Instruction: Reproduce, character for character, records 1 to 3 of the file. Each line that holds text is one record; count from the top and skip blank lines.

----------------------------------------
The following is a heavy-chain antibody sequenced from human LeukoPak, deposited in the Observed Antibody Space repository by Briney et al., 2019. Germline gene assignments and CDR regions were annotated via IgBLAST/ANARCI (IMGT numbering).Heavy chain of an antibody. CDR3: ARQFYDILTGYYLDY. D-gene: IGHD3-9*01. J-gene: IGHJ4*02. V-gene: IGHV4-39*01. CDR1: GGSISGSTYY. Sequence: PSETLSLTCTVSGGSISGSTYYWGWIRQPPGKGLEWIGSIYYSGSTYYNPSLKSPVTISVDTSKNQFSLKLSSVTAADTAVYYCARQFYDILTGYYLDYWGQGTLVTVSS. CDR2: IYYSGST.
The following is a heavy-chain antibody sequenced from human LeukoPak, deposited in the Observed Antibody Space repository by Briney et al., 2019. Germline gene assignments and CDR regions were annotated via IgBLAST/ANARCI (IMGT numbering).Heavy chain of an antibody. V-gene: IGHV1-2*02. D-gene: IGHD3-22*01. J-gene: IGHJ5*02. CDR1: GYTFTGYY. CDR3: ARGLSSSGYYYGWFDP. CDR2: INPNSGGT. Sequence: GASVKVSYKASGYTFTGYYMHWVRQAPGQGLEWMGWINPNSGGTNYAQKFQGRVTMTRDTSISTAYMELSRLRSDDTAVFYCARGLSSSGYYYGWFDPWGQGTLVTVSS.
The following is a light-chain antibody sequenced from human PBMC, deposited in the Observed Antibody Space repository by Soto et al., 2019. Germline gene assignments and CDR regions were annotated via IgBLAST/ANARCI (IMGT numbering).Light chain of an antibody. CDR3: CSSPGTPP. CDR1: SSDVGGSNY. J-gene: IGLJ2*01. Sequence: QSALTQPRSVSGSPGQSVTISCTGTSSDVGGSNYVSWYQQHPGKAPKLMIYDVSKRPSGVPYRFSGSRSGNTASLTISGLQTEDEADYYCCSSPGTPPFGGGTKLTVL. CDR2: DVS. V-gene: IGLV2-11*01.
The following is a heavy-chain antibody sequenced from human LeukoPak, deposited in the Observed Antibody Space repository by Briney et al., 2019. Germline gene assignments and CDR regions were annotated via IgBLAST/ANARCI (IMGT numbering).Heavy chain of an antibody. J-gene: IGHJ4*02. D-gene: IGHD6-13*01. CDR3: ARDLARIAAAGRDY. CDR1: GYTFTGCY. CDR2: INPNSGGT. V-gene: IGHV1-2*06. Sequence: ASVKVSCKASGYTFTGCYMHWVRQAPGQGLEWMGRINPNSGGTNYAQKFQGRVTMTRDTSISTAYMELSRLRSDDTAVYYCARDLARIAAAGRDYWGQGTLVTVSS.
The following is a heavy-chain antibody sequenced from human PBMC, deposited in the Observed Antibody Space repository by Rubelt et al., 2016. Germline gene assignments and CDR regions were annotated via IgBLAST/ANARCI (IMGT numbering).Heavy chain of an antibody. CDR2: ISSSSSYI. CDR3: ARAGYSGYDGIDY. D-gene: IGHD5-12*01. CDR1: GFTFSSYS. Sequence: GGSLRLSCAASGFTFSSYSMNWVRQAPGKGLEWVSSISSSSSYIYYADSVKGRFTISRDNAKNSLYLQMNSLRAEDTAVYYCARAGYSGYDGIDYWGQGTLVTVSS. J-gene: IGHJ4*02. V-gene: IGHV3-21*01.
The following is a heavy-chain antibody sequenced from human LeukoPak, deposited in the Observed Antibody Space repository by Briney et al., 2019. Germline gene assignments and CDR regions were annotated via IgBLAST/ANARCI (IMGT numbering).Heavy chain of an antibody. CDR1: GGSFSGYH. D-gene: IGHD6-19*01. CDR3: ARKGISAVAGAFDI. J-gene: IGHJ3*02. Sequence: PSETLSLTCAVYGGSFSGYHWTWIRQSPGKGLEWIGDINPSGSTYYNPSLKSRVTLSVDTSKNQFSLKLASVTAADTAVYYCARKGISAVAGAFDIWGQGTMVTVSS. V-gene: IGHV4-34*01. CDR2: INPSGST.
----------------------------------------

The following is a heavy-chain antibody sequenced from human LeukoPak, deposited in the Observed Antibody Space repository by Briney et al., 2019. Germline gene assignments and CDR regions were annotated via IgBLAST/ANARCI (IMGT numbering).Heavy chain of an antibody. CDR3: ARQFYDILTGYYLDY. D-gene: IGHD3-9*01. J-gene: IGHJ4*02. V-gene: IGHV4-39*01. CDR1: GGSISGSTYY. Sequence: PSETLSLTCTVSGGSISGSTYYWGWIRQPPGKGLEWIGSIYYSGSTYYNPSLKSPVTISVDTSKNQFSLKLSSVTAADTAVYYCARQFYDILTGYYLDYWGQGTLVTVSS. CDR2: IYYSGST.
The following is a heavy-chain antibody sequenced from human LeukoPak, deposited in the Observed Antibody Space repository by Briney et al., 2019. Germline gene assignments and CDR regions were annotated via IgBLAST/ANARCI (IMGT numbering).Heavy chain of an antibody. V-gene: IGHV1-2*02. D-gene: IGHD3-22*01. J-gene: IGHJ5*02. CDR1: GYTFTGYY. CDR3: ARGLSSSGYYYGWFDP. CDR2: INPNSGGT. Sequence: GASVKVSYKASGYTFTGYYMHWVRQAPGQGLEWMGWINPNSGGTNYAQKFQGRVTMTRDTSISTAYMELSRLRSDDTAVFYCARGLSSSGYYYGWFDPWGQGTLVTVSS.
The following is a light-chain antibody sequenced from human PBMC, deposited in the Observed Antibody Space repository by Soto et al., 2019. Germline gene assignments and CDR regions were annotated via IgBLAST/ANARCI (IMGT numbering).Light chain of an antibody. CDR3: CSSPGTPP. CDR1: SSDVGGSNY. J-gene: IGLJ2*01. Sequence: QSALTQPRSVSGSPGQSVTISCTGTSSDVGGSNYVSWYQQHPGKAPKLMIYDVSKRPSGVPYRFSGSRSGNTASLTISGLQTEDEADYYCCSSPGTPPFGGGTKLTVL. CDR2: DVS. V-gene: IGLV2-11*01.